Mandatory consideration for donation

Section 7 of the HTODA is a completely new provision that speaks to mandatory consideration for donation. The section requires the medical practitioner who determines that a person has died to "consider and document in the patient record the medical suitability of the deceased person's tissue or organs for transplantation." (19) As in the case with the consent provisions in the new legislation, the express purpose of this section of the Act is, according to MLA Dave Rodney, "to significantly increase the conversion of potential donors into actual donors." (20)

The remainder of section 7 provides that if the medical practitioner determines that the tissue or organs of the deceased may be suitable for donation, he or she must notify a donation agency. In turn, the donation agency must seek consent for donation from the deceased's next of kin under s.4(2) (and document its efforts to do so), unless it determines that the deceased is a medically unsuitable donor. Section 7(4) states that the donation agency "shall not" seek consent to donation if the medical practitioner has already done so, if the medical practitioner advises that he or she has personal knowledge that the deceased would have refused to consent, or if a consent has already been given.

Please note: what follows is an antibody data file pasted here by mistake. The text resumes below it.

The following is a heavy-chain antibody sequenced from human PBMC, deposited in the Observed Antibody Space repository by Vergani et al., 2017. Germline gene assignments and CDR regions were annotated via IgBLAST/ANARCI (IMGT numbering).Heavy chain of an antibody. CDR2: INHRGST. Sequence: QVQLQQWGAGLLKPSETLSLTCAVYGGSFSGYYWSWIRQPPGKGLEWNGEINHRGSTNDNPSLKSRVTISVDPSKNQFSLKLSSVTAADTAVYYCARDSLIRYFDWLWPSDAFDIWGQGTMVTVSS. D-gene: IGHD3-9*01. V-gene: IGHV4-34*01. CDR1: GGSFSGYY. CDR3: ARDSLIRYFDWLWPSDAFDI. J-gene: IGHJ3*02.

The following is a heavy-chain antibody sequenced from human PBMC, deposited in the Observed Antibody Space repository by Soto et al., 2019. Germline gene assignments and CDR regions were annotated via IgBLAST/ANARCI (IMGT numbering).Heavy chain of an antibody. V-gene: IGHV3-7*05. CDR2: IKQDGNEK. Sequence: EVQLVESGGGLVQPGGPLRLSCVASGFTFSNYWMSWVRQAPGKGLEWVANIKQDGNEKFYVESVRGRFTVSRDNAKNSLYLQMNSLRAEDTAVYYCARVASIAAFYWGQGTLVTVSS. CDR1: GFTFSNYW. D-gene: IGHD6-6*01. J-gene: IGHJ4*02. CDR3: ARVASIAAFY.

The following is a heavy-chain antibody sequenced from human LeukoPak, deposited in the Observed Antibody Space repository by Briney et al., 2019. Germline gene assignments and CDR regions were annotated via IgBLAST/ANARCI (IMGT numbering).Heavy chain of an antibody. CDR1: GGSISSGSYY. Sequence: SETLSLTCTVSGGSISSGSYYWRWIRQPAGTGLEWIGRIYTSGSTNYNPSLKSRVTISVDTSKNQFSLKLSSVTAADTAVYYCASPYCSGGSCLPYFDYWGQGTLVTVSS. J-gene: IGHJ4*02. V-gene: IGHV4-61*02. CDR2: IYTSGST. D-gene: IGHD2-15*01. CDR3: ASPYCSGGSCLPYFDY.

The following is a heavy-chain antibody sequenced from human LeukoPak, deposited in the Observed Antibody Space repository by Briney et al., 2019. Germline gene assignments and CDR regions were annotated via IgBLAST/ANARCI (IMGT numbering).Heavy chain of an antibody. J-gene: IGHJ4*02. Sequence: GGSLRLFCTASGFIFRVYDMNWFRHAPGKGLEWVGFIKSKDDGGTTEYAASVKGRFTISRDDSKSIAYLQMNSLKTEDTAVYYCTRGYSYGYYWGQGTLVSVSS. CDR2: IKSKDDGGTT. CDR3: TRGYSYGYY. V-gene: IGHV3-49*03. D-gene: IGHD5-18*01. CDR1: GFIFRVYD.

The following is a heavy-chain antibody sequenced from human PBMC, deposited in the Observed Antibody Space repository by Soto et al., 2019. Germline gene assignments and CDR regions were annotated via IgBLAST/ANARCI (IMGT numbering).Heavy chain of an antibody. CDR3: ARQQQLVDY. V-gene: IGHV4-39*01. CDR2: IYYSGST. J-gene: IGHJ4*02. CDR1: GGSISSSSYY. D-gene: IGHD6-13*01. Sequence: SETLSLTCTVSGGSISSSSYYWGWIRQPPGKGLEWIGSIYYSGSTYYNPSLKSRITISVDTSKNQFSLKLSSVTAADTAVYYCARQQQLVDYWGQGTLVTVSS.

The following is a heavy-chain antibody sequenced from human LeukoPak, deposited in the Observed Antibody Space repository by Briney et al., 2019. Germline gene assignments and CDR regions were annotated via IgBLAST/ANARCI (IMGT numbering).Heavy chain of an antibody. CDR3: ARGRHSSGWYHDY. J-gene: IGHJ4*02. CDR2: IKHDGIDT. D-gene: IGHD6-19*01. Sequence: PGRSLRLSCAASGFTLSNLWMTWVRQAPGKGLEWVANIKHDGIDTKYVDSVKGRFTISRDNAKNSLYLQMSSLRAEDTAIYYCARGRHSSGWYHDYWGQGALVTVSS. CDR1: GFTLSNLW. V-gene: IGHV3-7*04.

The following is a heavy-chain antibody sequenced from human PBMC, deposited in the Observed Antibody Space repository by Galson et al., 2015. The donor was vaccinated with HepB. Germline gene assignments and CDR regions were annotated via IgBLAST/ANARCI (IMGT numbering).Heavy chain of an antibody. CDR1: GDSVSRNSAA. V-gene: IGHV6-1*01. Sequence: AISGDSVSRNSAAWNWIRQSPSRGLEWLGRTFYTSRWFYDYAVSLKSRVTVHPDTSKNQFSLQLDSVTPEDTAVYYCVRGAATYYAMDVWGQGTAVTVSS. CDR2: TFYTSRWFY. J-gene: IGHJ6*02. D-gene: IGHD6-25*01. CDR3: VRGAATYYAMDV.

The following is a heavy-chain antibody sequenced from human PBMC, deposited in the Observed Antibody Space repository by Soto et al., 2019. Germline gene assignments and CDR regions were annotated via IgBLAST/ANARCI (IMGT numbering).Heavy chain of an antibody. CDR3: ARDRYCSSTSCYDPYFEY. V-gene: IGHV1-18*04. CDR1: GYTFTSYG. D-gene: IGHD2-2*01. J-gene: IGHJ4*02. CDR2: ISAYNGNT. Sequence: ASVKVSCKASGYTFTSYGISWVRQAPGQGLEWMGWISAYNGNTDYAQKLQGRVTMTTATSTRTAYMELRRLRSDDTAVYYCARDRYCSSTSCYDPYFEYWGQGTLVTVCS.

Discussion with one physician who works in both the emergency and intensive care context suggests that current practice is for physicians to raise the topic of organ donation with the family of a potential donor, and if the family expresses interest in further considering or discussing organ donation, the physician will contact the relevant procurement agency. (21) Assuming this is typical of physicians who work in the emergency room and the ICU, (22) the mandatory referral provision will demand a change in practice. There is no reason why physicians would not still be able to approach the family and raise the issue of organ and tissue donation, but even if the family is opposed to donation, the physician remains under an obligation to inform HOPE or the CTC if the potential donor is medically suitable. Given the circumstances in which discussions about organ and tissue donation take place, this new reality will require careful navigation and close collaboration between physicians and procurement agencies.